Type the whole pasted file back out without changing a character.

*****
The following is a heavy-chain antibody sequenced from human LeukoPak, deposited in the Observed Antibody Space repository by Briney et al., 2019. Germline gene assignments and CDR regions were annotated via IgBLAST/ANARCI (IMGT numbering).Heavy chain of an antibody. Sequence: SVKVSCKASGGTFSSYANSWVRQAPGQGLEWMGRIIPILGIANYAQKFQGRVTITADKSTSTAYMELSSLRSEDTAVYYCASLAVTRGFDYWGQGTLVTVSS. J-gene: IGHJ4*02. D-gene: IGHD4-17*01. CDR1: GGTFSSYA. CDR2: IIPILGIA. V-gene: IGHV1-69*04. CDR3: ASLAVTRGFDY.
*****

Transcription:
The following is a heavy-chain antibody sequenced from human LeukoPak, deposited in the Observed Antibody Space repository by Briney et al., 2019. Germline gene assignments and CDR regions were annotated via IgBLAST/ANARCI (IMGT numbering).Heavy chain of an antibody. Sequence: SVKVSCKASGGTFSSYANSWVRQAPGQGLEWMGRIIPILGIANYAQKFQGRVTITADKSTSTAYMELSSLRSEDTAVYYCASLAVTRGFDYWGQGTLVTVSS. J-gene: IGHJ4*02. D-gene: IGHD4-17*01. CDR1: GGTFSSYA. CDR2: IIPILGIA. V-gene: IGHV1-69*04. CDR3: ASLAVTRGFDY.